AS the supplier of fuel energy for highway transportation, the petroleum refiner has the problem of producing gasolines on a mass-production basis which will be satisfactory in many types of engines operated under widely different driving conditions. This problem is complicated by the complex chemical and physical characteristics, both of the raw materials with which the refiner must work and of his finished products.
This paper reviews the refiner's solution to this problem from the viewpoint of the transportation and maintenance engineer, and discusses the trends of the major characteristics of gasoline, namely, volatility, antiknock quality, sulfur content, gum content, and chemical composition. It suggests that the design of future engines will be in the direction of units of smaller size, having higher compression ratios, yielding higher power output and greater fuel economy, and requiring fuels of higher antiknock properties. It seems probable that, in the future, more emphasis will be placed on improving economy as well as on improving performance. It indicates that, although the trend has been toward more volatile fuels, apparently a leveling-off point has been reached. The importance of low gum content and good storage stability is stressed. Sulfur content is becoming less important so far as corrosion problems are concerned, and reduction in sulfur is now largely a question of the economics of producing high-octane fuels.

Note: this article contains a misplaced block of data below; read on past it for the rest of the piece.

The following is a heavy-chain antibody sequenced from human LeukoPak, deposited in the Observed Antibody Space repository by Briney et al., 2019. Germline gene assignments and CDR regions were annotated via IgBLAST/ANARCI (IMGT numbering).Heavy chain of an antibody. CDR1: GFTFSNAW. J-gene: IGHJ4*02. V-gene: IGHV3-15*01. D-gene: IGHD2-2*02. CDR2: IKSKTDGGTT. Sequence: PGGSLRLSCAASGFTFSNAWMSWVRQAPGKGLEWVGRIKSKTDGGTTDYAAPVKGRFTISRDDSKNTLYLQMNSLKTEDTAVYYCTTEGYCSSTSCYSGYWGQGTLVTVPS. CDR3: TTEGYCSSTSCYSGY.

The paper also describes the composition of modern fuels and the new refining methods of polymerization, catalytic cracking, catalytic reforming, and alkylation.